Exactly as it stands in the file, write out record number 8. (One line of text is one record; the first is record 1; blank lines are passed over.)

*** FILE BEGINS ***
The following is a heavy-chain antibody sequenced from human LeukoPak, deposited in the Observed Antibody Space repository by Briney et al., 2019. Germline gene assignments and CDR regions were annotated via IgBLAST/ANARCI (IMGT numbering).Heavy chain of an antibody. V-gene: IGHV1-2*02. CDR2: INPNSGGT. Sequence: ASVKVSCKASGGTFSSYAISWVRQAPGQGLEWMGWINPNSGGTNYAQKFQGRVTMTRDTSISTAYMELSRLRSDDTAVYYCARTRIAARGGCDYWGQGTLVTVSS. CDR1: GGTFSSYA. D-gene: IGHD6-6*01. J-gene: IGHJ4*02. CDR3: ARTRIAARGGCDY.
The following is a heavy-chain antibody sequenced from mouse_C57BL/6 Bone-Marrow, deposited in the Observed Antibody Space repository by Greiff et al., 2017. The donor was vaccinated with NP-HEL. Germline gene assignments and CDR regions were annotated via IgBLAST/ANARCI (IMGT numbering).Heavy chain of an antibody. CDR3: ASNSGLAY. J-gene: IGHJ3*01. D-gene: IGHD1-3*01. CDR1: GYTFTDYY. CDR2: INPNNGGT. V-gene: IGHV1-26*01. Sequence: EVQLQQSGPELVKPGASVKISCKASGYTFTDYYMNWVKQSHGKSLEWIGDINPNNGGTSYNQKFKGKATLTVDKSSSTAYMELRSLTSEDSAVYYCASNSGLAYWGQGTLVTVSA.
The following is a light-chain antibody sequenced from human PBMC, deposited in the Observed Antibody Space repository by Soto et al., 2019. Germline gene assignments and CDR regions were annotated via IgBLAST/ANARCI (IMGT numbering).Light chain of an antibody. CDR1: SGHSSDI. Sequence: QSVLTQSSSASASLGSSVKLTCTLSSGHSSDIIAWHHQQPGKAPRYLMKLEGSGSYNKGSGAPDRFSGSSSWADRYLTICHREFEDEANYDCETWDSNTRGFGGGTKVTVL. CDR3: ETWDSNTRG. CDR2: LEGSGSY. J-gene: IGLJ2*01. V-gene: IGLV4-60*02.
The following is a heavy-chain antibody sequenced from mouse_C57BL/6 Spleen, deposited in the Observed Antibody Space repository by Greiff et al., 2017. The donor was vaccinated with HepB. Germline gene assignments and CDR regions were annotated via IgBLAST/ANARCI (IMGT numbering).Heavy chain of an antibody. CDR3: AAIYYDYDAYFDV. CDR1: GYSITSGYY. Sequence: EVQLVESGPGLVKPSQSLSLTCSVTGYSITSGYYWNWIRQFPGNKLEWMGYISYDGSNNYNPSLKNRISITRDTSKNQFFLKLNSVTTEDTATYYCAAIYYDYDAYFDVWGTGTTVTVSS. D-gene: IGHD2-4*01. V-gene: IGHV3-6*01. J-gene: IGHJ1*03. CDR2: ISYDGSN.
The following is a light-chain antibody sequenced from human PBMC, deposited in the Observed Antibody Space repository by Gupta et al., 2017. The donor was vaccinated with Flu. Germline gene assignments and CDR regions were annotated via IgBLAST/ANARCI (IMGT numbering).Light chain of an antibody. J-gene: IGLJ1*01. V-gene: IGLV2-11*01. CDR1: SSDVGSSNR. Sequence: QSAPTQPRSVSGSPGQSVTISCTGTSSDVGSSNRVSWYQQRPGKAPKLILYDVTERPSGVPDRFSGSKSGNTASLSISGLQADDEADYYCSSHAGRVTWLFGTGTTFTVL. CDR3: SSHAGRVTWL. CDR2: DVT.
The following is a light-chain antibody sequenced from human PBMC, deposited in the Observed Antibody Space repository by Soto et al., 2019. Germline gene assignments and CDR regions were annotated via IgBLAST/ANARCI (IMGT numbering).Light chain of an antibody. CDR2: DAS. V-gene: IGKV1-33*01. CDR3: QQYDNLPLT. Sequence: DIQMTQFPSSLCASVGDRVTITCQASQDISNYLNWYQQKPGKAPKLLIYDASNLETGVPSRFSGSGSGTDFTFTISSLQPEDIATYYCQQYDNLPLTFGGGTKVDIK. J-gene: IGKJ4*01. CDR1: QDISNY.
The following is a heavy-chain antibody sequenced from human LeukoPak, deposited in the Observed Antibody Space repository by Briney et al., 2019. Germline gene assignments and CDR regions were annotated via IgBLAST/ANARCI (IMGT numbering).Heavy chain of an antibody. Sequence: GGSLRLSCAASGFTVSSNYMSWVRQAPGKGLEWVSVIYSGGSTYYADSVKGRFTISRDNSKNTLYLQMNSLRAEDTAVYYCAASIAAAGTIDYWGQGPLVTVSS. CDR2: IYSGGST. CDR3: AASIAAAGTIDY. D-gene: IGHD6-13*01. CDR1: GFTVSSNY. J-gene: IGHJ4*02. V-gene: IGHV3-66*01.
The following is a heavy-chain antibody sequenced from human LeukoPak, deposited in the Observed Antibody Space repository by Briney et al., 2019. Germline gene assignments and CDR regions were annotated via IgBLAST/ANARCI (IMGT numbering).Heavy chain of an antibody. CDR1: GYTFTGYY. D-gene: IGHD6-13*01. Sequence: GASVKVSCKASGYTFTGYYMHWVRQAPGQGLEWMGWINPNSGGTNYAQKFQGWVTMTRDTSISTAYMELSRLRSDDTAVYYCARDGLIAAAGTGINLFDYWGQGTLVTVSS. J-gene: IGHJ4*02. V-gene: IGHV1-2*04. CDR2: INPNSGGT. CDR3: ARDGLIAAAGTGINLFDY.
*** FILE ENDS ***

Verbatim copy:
The following is a heavy-chain antibody sequenced from human LeukoPak, deposited in the Observed Antibody Space repository by Briney et al., 2019. Germline gene assignments and CDR regions were annotated via IgBLAST/ANARCI (IMGT numbering).Heavy chain of an antibody. CDR1: GYTFTGYY. D-gene: IGHD6-13*01. Sequence: GASVKVSCKASGYTFTGYYMHWVRQAPGQGLEWMGWINPNSGGTNYAQKFQGWVTMTRDTSISTAYMELSRLRSDDTAVYYCARDGLIAAAGTGINLFDYWGQGTLVTVSS. J-gene: IGHJ4*02. V-gene: IGHV1-2*04. CDR2: INPNSGGT. CDR3: ARDGLIAAAGTGINLFDY.